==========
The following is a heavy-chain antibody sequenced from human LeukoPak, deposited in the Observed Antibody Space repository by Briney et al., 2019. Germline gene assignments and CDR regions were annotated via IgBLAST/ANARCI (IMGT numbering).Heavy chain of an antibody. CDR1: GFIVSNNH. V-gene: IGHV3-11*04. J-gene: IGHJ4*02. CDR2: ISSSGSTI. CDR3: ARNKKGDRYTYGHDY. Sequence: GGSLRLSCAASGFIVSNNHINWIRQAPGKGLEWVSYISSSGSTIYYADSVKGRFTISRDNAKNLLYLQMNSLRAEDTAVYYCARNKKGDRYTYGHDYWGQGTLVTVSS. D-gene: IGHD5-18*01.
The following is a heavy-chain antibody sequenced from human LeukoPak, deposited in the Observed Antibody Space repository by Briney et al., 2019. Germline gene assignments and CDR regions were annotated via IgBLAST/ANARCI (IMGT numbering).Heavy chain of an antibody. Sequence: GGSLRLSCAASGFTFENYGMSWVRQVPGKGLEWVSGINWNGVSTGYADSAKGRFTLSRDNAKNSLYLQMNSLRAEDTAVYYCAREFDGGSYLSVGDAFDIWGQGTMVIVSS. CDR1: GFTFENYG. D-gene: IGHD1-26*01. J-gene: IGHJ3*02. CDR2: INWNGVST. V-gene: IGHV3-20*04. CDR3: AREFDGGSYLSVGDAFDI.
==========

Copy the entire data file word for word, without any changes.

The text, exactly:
The following is a heavy-chain antibody sequenced from human LeukoPak, deposited in the Observed Antibody Space repository by Briney et al., 2019. Germline gene assignments and CDR regions were annotated via IgBLAST/ANARCI (IMGT numbering).Heavy chain of an antibody. CDR1: GFIVSNNH. V-gene: IGHV3-11*04. J-gene: IGHJ4*02. CDR2: ISSSGSTI. CDR3: ARNKKGDRYTYGHDY. Sequence: GGSLRLSCAASGFIVSNNHINWIRQAPGKGLEWVSYISSSGSTIYYADSVKGRFTISRDNAKNLLYLQMNSLRAEDTAVYYCARNKKGDRYTYGHDYWGQGTLVTVSS. D-gene: IGHD5-18*01.
The following is a heavy-chain antibody sequenced from human LeukoPak, deposited in the Observed Antibody Space repository by Briney et al., 2019. Germline gene assignments and CDR regions were annotated via IgBLAST/ANARCI (IMGT numbering).Heavy chain of an antibody. Sequence: GGSLRLSCAASGFTFENYGMSWVRQVPGKGLEWVSGINWNGVSTGYADSAKGRFTLSRDNAKNSLYLQMNSLRAEDTAVYYCAREFDGGSYLSVGDAFDIWGQGTMVIVSS. CDR1: GFTFENYG. D-gene: IGHD1-26*01. J-gene: IGHJ3*02. CDR2: INWNGVST. V-gene: IGHV3-20*04. CDR3: AREFDGGSYLSVGDAFDI.